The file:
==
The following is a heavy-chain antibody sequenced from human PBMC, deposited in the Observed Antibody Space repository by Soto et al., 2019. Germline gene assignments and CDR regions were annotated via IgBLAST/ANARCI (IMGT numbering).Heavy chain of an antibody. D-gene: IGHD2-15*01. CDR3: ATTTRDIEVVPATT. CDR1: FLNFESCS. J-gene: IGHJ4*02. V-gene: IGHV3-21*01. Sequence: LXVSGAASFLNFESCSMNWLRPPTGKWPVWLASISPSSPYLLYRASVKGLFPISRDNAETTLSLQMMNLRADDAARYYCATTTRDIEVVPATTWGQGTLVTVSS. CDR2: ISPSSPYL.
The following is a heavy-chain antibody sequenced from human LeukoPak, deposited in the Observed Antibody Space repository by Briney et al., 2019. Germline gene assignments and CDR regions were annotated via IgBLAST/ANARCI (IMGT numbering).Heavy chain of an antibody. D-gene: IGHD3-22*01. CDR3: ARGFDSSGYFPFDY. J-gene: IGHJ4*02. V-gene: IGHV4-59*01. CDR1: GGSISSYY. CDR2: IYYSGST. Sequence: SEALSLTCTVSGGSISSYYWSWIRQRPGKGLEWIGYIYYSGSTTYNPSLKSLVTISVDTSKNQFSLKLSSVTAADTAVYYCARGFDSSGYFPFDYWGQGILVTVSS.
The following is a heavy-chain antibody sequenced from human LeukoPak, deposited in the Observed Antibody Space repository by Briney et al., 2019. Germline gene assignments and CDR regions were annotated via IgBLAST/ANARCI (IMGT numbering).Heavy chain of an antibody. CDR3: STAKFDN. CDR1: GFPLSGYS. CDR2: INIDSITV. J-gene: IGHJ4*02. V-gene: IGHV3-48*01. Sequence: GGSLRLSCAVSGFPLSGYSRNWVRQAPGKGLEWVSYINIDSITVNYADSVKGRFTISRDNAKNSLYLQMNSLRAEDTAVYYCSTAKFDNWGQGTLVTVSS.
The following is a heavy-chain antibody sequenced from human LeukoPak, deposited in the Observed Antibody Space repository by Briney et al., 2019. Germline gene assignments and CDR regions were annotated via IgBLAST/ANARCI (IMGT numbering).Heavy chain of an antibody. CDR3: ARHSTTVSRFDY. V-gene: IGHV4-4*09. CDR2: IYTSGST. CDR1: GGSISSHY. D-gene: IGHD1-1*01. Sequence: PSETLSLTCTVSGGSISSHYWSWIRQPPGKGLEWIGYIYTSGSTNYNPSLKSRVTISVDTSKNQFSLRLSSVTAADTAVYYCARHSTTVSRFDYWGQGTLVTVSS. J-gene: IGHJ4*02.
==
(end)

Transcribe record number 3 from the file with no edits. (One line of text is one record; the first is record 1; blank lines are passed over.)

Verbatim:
The following is a heavy-chain antibody sequenced from human LeukoPak, deposited in the Observed Antibody Space repository by Briney et al., 2019. Germline gene assignments and CDR regions were annotated via IgBLAST/ANARCI (IMGT numbering).Heavy chain of an antibody. CDR3: STAKFDN. CDR1: GFPLSGYS. CDR2: INIDSITV. J-gene: IGHJ4*02. V-gene: IGHV3-48*01. Sequence: GGSLRLSCAVSGFPLSGYSRNWVRQAPGKGLEWVSYINIDSITVNYADSVKGRFTISRDNAKNSLYLQMNSLRAEDTAVYYCSTAKFDNWGQGTLVTVSS.